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Luke Walton reveals Lonzo Ball is ‘not close’ to returning to practice, and it sounds like he could sit the rest of the season

Lonzo Ball is still out, and it’s getting kind of hard to see him returning to the Lakers at all this season.

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NBA: Los Angeles Lakers at Oklahoma City Thunder Alonzo Adams-USA TODAY Sports

It’s beginning to look increasingly unlikely that we’lll see Lonzo Ball back on the court for the Los Angeles Lakers this season. In speaking to reporters Friday afternoon, Luke Walton made it clear that the second-year point guard is not close to returning, though he will be re-evaluated by doctors on Saturday.

This most recent update also shouldn’t take anyone by surprise, seeing as just a few days ago, Ball was barely able to jump and has yet to rejoin the team in any basketball capacity:

Again, Ball suffered a grade 3 ankle sprain, meaning there was a complete or near-complete tear of the ankle ligament. This type of injury often requires surgery and, if no surgery is needed, a return time is usually set at between 10 and 12 weeks after the initial sprain. Despite what the Lakers said, Ball ever coming back between four and six weeks was always an unrealistically hopeful scenario.

All that timeline did was get fans’ hopes up, when he fails to meet those lofty expectations (set by his own team, mind you), Ball is the one who looks soft of unable to play through pain. Literally no one benefits from the way the Lakers have handled this and other injuries players have suffered this season.

If Ball doesn’t return this season, he will have once again failed to play at least 60 games in a season. He’s still yet to have played in 100 total NBA games (he’ll be stuck at 99 total if he doesn’t come back). This isn’t to say that Ball is for sure injury prone, by the way. Plenty of athletes have missed chunks of their first couple seasons as their bodies grew accustomed to the grind of professional basketball. But until Ball proves otherwise, the Lakers should probably rethink the point guard position behind him.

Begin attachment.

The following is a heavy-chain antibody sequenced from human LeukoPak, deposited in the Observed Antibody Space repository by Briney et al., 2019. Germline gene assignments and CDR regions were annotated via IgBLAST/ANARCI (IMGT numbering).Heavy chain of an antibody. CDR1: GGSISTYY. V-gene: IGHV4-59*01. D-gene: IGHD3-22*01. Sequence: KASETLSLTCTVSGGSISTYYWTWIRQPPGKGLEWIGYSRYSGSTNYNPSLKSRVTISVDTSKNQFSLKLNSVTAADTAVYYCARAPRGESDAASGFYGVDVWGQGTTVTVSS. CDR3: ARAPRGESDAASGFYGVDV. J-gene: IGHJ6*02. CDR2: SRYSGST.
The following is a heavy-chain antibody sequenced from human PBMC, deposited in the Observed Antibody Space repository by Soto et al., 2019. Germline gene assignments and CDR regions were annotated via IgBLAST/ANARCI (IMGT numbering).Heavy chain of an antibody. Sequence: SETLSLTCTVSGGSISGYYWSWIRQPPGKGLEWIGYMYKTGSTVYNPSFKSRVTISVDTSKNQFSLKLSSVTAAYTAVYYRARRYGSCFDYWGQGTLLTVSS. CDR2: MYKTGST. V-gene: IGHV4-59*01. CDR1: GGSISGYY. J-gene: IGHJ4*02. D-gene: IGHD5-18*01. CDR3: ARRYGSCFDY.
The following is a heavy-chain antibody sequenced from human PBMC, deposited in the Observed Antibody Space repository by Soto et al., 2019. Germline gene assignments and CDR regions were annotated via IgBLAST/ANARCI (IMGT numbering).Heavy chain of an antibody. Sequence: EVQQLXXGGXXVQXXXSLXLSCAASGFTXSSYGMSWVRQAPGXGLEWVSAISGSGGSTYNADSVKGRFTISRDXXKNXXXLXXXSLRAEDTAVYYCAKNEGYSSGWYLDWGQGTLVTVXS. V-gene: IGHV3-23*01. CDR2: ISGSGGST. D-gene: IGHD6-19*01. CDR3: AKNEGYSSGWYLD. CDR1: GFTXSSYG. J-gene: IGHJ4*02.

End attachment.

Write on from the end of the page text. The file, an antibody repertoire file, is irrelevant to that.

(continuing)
Last year, Tyler Ennis was the primary backup and, well, we don’t need to revisit that experience for my own mental wellbeing. This season, Rajon Rondo was expected to step in and stabilize the position while Lonzo was out. Rondo is obviously better than Ennis, but not by enough that he could keep the Lakers afloat while Ball has been out. Rondo’s also missed a good chunk of this season, too, which hasn’t helped either.

Until Ball proves that he can actually stay healthy, the front office has to do more to shore up the point guard rotation behind him, no matter how special Ball might be. One nice thing that helps in this regard is Lonzo’s size, which allows him to slide down to shooting guard and open up minutes for his backup should they be tougher to come by when both are healthy. I’d also advise a third-string point guard or at least a combo guard just in case another season like this occurs where both Ball and his back-up struggle to stay healthy.

We’ll see how the next update looks tomorrow, but it is nearing a point where the Lakers should seriously consider getting out ahead of this recovery and looking into whether surgery — or simply shutting Ball down — is the most logical next step so that Ball might have the benefit of a full summer’s worth of preparation for next season. It’s not surprising that it sounds like things might be heading that way.

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